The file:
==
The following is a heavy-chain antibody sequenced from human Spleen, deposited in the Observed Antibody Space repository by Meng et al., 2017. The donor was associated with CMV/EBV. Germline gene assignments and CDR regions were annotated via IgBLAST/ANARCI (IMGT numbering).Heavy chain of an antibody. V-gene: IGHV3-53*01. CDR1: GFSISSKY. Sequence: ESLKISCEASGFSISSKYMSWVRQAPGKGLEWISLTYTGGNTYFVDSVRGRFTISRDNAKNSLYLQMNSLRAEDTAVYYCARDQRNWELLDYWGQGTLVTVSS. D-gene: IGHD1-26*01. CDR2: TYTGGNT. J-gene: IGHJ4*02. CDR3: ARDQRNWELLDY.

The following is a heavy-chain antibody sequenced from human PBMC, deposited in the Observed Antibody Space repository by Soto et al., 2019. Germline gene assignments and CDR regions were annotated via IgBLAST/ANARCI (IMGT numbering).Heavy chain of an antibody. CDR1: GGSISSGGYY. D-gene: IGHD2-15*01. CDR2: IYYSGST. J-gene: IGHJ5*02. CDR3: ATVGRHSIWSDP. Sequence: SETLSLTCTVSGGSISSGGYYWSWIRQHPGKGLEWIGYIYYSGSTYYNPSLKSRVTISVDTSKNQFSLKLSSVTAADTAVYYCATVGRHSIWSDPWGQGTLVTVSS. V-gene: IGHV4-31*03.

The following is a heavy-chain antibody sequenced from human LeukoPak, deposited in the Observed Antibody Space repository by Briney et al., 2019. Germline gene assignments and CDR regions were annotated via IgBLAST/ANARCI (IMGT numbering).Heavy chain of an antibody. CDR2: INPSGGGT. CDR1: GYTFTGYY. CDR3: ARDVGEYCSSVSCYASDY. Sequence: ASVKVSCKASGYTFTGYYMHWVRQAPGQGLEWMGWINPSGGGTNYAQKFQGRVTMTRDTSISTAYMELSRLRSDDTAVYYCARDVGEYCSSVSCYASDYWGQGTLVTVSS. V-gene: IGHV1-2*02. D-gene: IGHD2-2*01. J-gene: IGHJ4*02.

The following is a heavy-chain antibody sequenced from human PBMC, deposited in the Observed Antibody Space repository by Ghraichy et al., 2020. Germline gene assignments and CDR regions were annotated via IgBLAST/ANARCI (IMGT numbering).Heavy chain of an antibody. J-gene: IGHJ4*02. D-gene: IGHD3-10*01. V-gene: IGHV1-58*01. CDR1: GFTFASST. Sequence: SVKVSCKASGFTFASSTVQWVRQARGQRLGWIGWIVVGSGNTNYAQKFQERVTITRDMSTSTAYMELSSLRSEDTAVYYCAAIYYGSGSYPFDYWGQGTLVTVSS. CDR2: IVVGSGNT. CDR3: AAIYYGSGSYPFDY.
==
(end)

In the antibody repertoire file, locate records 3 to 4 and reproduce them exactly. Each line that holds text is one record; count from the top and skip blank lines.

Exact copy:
The following is a heavy-chain antibody sequenced from human LeukoPak, deposited in the Observed Antibody Space repository by Briney et al., 2019. Germline gene assignments and CDR regions were annotated via IgBLAST/ANARCI (IMGT numbering).Heavy chain of an antibody. CDR2: INPSGGGT. CDR1: GYTFTGYY. CDR3: ARDVGEYCSSVSCYASDY. Sequence: ASVKVSCKASGYTFTGYYMHWVRQAPGQGLEWMGWINPSGGGTNYAQKFQGRVTMTRDTSISTAYMELSRLRSDDTAVYYCARDVGEYCSSVSCYASDYWGQGTLVTVSS. V-gene: IGHV1-2*02. D-gene: IGHD2-2*01. J-gene: IGHJ4*02.

The following is a heavy-chain antibody sequenced from human PBMC, deposited in the Observed Antibody Space repository by Ghraichy et al., 2020. Germline gene assignments and CDR regions were annotated via IgBLAST/ANARCI (IMGT numbering).Heavy chain of an antibody. J-gene: IGHJ4*02. D-gene: IGHD3-10*01. V-gene: IGHV1-58*01. CDR1: GFTFASST. Sequence: SVKVSCKASGFTFASSTVQWVRQARGQRLGWIGWIVVGSGNTNYAQKFQERVTITRDMSTSTAYMELSSLRSEDTAVYYCAAIYYGSGSYPFDYWGQGTLVTVSS. CDR2: IVVGSGNT. CDR3: AAIYYGSGSYPFDY.